If Secretary Dalrymple imagined that Livingston was disinclined to follow his instructions he was mistaken, for immediately on receipt of them he wrote Lieutenant-colonel Hamilton, who had been fixed upon by the secretary to be the executioner, expressing his satisfaction that Glencoe had not taken the oath within the period prescribed, and urging him, if he wished to approved himself to the government, to execute his commission with the utmost rigour, and "not to trouble the government with prisoners." In the meantime, the Master of Stair was taking every precaution that the deed should be done suddenly and effectively, and accordingly, on the 13th of January he wrote two letters, one to Livingston, and the other to Hill, urging them on. Addressing the former, he says, "I am glad Glencoe did not come in within the time prefixed; I hope what is done there may be in earnest, since the rest are not in a condition to draw together help. I think to harry (plunder) their cattle and burn their houses is but to render them desperate lawless men to rob their neighbours, but I believe you will be satisfied, it were a great advantage to the nation that thieving tribe were rooted out and cut off; it must be quietly done, otherwise they will make a shift for both their men and their cattle." And in his letter to Hill he says, "Pray, when the thing concerning Glencoe is resolved, let it be secret and sudden, otherwise the men will shift you, and better not meddle with them than not to do it to purpose, to cut off that nest of robbers who have fallen in the mercy of the law, now when there is force and opportunity, whereby the king's justice will be as conspicuous and useful as his clemency to others. I apprehend the storm is so great that for some time you can do little, but so soon as possible I know you will be at work, for these false people will do nothing, but as they see you in a condition to do with them."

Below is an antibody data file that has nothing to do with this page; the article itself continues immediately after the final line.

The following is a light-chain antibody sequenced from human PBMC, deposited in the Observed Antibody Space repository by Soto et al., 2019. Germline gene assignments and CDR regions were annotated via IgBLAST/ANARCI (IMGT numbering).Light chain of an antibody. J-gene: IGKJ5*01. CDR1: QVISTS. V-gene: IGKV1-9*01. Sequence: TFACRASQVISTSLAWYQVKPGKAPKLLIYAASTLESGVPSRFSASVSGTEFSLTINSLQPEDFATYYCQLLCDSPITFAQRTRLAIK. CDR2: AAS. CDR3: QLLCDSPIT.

In pursuance of these fresh instructions from the secretary, Hill, on the 12th of February, sent orders to Hamilton, forthwith to execute the fatal commission. Accordingly, on the same day, Hamilton directed Major Robert Duncanson of Argyle's regiment to proceed immediately with a detachment of that regiment to Glencoe, so as to reach the post which had been assigned him by five o'clock the following morning, at which hour Hamilton promised to reach another post with a party of Hill's regiment. Whether Duncanson, who appears to have been a Campbell, was averse to take an active personal part in the bloody tragedy about to be enacted, is a question that cannot now be solved; but it may have been from some repugnance to act in person that immediately on receipt of Hamilton's order, he despatched another order from himself to Captain Campbell of Glenlyon, then living in Glencoe, with instructions to fall upon the Macdonalds precisely at five o'clock the following morning, and put all to the sword under seventy years of age.